Bush Takes a Rest, Distances Self From Lurid Flyers

Times Political Writer

After the second presidential debate and his latest spurt upward in the polls, George Bush vowed he would not let up in these final weeks of the campaign for fear of getting overconfident. But for this weekend at least, Bush chose the risk of rest instead of the road.

He posed briefly for pictures Saturday at his home at the U.S. Naval Observatory, making a renewed pitch for the votes of Cuban-Americans. And, when questioned, he disassociated himself from lurid Republican Party campaign brochures that have been distributed against Democratic opponent Michael S. Dukakis in the state of Illinois.

“I disapprove of that,” Bush replied when asked about the brochures.

The disputed Illinois pamphlet, prepared by state party officials, charges that Dukakis “let murderers, rapists and child molesters free on weekend passes.” It further alleges that the Massachusetts prisoner furlough program, until it was altered recently, would have resulted in the release of Chicago mass murderer John Wayne Gacy.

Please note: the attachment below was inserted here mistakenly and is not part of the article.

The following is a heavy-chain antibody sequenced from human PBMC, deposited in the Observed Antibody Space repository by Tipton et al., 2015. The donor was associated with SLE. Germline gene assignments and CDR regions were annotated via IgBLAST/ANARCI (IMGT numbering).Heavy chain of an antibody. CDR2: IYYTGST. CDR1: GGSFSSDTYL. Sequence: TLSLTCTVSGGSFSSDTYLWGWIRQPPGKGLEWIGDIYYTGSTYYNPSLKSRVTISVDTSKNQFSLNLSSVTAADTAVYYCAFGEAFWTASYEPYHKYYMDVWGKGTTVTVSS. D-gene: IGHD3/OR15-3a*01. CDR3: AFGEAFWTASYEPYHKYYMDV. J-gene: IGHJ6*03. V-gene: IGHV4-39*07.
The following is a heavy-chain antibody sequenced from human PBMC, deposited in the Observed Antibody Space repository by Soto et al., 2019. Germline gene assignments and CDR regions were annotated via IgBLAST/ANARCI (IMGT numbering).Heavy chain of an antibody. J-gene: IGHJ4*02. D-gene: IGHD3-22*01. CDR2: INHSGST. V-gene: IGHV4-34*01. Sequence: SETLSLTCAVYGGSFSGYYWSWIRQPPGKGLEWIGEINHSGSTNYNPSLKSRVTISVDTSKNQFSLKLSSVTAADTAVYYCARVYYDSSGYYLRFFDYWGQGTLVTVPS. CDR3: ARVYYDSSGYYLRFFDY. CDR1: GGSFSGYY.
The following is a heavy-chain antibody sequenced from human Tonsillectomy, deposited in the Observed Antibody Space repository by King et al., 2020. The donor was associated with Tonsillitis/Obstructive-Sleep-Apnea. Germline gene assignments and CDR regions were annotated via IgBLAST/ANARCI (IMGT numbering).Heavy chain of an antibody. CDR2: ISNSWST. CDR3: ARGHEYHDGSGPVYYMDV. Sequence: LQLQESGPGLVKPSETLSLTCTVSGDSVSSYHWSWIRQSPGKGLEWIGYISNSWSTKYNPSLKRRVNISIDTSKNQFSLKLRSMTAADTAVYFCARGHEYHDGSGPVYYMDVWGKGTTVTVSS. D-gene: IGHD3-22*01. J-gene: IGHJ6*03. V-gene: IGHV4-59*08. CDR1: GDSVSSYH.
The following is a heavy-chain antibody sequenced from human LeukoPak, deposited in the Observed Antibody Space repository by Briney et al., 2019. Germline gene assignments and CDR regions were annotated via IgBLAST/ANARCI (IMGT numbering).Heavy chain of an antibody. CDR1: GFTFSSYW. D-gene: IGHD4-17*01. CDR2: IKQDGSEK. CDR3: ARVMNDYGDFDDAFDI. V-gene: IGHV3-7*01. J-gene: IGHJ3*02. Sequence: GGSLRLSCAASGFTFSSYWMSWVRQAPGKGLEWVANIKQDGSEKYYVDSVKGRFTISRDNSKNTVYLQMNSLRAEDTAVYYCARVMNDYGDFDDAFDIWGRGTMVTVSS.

Bush said, however, that he also was being victimized by unfair materials. “I don’t back some of the stuff they’re saying about me.” He was not specific.

View of Marcos Indictment

The vice president gave a noncommittal response to another question--his view of the U.S. racketeering indictment of former Philippine President Ferdinand E. Marcos.

“That speaks for itself, and let the justice system go forward; that’s what I say,” Bush said.


After that, an aide swooped in and forbade other questions on this day. The purpose of summoning reporters, he said, was only to have them take pictures and record a brief statement by Bush and his house guest, Armando Valladares, the Cuban human rights activist and writer who served 22 years in Fidel Castro’s jails before being released in 1982.

Valladares was one of the men Bush identified during the Los Angeles presidential debate when asked who were his heroes. On Saturday, Bush repeated the praise and called him “a living monument to the human spirit.”

Valladares, who wrote the book “Against All Hope,” said he was not really a hero. “Heroes are those still suffering now in prison,” he said.

In a second brief ethnic campaign event Saturday, Bush spoke briefly at an Italian-American dinner.

No campaign events were scheduled for today.